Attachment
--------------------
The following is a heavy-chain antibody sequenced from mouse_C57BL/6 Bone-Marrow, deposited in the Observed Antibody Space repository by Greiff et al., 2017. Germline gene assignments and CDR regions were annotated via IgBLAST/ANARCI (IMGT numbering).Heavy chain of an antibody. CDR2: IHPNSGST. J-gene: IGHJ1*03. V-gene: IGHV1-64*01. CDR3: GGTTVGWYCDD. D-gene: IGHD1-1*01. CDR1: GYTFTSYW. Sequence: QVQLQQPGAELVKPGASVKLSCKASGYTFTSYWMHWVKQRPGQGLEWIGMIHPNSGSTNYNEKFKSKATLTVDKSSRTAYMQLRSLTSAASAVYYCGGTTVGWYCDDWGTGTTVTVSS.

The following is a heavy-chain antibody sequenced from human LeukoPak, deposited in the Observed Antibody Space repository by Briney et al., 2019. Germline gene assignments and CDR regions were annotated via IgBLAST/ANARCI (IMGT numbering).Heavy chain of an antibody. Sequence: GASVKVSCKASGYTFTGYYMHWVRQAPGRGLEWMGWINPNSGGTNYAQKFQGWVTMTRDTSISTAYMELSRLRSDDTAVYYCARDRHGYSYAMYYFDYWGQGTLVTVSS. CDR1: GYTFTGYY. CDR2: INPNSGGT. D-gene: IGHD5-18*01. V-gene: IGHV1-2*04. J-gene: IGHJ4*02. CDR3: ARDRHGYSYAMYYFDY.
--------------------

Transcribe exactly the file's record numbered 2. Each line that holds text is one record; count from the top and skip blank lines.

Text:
The following is a heavy-chain antibody sequenced from human LeukoPak, deposited in the Observed Antibody Space repository by Briney et al., 2019. Germline gene assignments and CDR regions were annotated via IgBLAST/ANARCI (IMGT numbering).Heavy chain of an antibody. Sequence: GASVKVSCKASGYTFTGYYMHWVRQAPGRGLEWMGWINPNSGGTNYAQKFQGWVTMTRDTSISTAYMELSRLRSDDTAVYYCARDRHGYSYAMYYFDYWGQGTLVTVSS. CDR1: GYTFTGYY. CDR2: INPNSGGT. D-gene: IGHD5-18*01. V-gene: IGHV1-2*04. J-gene: IGHJ4*02. CDR3: ARDRHGYSYAMYYFDY.